That person you’ve seen before? They walk into the gym carrying a Starbucks coffee cup and then they do a PR deadlift. The one who sips their coffee while running a sprint on the treadmill. They may have been right. A study has shown that a cup of coffee before a workout can increase your performance.

But first, coffee…

“Caffeine acts on the central nervous systems, the heart, as well as the “center” that controls blood pressure.” Heidi Skolnik, M.S., a nutritionist and owner Nutrition Conditioning, Inc., states that caffeine can increase your ability to feel good and decrease pain receptors.

This means that you will enjoy sweating and feel more energetic when you do your workout. Not a bad deal. Here are some ways you can get the most out of your next brew.

If you’re a morning exerciser…

Have you ever tried a cappuccino at 5:00 AM before going to the gym? Skolnik believes timing is crucial to your overall performance. She says that caffeine is rapidly absorbed from the stomach after consumption. However, it reaches its peak stimulatory effects between 30 to 75 minutes. Skolnik recommends drinking a cup of caffeine about an hour before working out.

To be adequately prepared, you will need more fluids than an eight-ounce cup of coffee. If you don’t feel like getting to your exercise immediately, it is important to drink your coffee with water. Skolnik says that coffee counts as fluid, but you will still need some liquid. You can pair your java with 7-12 ounces of water if you have time before your workout.

Skolnik warns that too much caffeine can cause laxative effects. This is not a good situation. Dehydration can also be caused by drinking too much coffee. You can check your hydration by looking at your urine color. The darker your urine is, the more dehydrated.

If you drink your coffee black, it might be worth adding milk to your cup. You’ll get more protein and carbohydrates, no matter if you use soy or real milk. These nutrients can boost blood sugar after a good night’s sleep and can also help you get through difficult tasks (think box jumps), Skolnik says.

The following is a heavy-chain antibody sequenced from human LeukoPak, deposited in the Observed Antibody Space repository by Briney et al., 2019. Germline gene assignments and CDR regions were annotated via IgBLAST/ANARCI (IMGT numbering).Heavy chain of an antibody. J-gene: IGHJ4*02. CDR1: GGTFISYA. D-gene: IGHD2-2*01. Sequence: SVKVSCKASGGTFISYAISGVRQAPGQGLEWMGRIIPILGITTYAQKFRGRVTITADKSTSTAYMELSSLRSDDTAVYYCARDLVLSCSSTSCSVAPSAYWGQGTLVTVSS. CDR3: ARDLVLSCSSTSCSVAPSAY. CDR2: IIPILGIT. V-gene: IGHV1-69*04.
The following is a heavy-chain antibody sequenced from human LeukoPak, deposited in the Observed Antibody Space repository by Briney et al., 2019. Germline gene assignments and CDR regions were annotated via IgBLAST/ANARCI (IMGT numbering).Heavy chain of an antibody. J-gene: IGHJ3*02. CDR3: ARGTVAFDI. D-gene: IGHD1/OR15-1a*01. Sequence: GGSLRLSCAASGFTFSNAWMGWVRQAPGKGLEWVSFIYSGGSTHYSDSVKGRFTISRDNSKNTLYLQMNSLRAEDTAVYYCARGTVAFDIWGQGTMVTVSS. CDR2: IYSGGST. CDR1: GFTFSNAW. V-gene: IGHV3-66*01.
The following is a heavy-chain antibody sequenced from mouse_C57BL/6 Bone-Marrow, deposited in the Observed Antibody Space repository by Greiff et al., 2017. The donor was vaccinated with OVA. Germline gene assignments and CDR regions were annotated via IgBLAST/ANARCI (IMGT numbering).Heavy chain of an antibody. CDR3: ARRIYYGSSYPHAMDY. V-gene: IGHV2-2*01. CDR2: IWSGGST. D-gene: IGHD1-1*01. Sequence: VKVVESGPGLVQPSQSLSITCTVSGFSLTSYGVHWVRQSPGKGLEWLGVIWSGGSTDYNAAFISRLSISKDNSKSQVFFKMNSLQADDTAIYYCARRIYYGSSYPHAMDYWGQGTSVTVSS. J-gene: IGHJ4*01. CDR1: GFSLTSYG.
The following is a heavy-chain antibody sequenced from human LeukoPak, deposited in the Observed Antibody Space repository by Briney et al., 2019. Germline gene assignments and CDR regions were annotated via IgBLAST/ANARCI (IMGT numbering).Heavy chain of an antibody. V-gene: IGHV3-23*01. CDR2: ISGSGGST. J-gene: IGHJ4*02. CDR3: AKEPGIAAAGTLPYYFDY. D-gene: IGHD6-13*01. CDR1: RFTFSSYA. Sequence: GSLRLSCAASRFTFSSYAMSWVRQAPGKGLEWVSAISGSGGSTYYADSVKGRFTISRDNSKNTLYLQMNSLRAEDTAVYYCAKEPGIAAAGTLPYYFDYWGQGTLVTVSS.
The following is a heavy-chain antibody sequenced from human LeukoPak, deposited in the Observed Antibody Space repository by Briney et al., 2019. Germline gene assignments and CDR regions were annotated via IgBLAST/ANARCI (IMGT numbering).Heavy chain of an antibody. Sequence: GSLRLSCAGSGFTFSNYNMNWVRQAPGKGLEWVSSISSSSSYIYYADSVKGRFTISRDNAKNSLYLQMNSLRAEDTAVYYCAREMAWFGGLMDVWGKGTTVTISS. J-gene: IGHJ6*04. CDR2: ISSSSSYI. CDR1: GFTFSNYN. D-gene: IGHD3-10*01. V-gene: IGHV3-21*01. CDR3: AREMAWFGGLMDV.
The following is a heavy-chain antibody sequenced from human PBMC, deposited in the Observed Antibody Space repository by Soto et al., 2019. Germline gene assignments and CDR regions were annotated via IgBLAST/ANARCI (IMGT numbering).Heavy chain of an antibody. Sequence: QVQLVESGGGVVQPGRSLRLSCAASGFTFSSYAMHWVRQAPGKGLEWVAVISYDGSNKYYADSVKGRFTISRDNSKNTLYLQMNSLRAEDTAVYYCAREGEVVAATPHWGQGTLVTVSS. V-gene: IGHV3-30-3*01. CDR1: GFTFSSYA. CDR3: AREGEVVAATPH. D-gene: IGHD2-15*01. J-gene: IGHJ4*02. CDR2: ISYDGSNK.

If You Work Out at Night…

Bad news for night owls. If you tend to get up earlier in the day or later in the evening, you may miss the benefits of coffee on your workouts. Skolnik says that caffeine stays in your body for up to six hours after you drink it. It affects different people differently. It may be fine to have some caffeine before you go to work at 7 p.m., but your running buddy might find it difficult to fall asleep at 1 a.m. Research suggests that our enzymes are affected by genetic makeup, age, and body weight.

Do not sacrifice sleep to get your caffeine fix, no matter what you do. Skolnik says that shut-eye is essential for recovery, appetite regulation, and many other purposes. If you are unable to fall asleep at the time that you prefer, Skolnik suggests switching to a.m. exercise or skipping the stimulant.

You can change the roast to get a longer-lasting buzz. A dark roast coffee may have less caffeine than one that is light. You will get more beans from lighter roasted beans. more caffeine, per scoop.) Cold-brewed coffee tends also to contain less caffeine. Another option is tea, which can give you a less intense jolt. A cup of black tea contains 14 to 70 mg of caffeine per eight-ounce cup, compared with 95 to 200 mg for the same amount of coffee.

Skolnik says most people only need 250 to 300 mg of caffeine per day to feel its performance-enhancing effect (though it varies based on your body weight and your fitness goals). You can get the most bang for your buck by choosing a smaller amount of caffeine without sacrificing coffee.

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